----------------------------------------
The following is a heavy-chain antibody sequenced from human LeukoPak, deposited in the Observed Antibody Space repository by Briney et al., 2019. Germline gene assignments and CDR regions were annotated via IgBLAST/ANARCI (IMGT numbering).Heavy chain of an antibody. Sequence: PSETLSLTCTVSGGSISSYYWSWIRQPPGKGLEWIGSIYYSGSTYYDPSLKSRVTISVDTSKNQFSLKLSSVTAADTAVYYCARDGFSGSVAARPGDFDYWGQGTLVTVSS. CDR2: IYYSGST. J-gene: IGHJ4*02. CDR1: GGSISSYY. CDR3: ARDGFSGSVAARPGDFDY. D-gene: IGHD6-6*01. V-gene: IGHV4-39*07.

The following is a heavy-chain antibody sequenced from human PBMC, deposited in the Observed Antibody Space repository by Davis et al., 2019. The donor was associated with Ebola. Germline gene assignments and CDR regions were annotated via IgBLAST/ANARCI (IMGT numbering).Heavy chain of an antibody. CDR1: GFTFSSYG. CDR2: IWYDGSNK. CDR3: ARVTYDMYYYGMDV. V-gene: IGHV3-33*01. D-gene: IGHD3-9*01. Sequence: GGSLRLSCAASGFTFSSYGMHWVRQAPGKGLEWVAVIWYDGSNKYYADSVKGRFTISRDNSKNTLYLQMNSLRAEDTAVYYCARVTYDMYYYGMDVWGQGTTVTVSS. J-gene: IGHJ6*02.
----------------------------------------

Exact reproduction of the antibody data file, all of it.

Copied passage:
The following is a heavy-chain antibody sequenced from human LeukoPak, deposited in the Observed Antibody Space repository by Briney et al., 2019. Germline gene assignments and CDR regions were annotated via IgBLAST/ANARCI (IMGT numbering).Heavy chain of an antibody. Sequence: PSETLSLTCTVSGGSISSYYWSWIRQPPGKGLEWIGSIYYSGSTYYDPSLKSRVTISVDTSKNQFSLKLSSVTAADTAVYYCARDGFSGSVAARPGDFDYWGQGTLVTVSS. CDR2: IYYSGST. J-gene: IGHJ4*02. CDR1: GGSISSYY. CDR3: ARDGFSGSVAARPGDFDY. D-gene: IGHD6-6*01. V-gene: IGHV4-39*07.

The following is a heavy-chain antibody sequenced from human PBMC, deposited in the Observed Antibody Space repository by Davis et al., 2019. The donor was associated with Ebola. Germline gene assignments and CDR regions were annotated via IgBLAST/ANARCI (IMGT numbering).Heavy chain of an antibody. CDR1: GFTFSSYG. CDR2: IWYDGSNK. CDR3: ARVTYDMYYYGMDV. V-gene: IGHV3-33*01. D-gene: IGHD3-9*01. Sequence: GGSLRLSCAASGFTFSSYGMHWVRQAPGKGLEWVAVIWYDGSNKYYADSVKGRFTISRDNSKNTLYLQMNSLRAEDTAVYYCARVTYDMYYYGMDVWGQGTTVTVSS. J-gene: IGHJ6*02.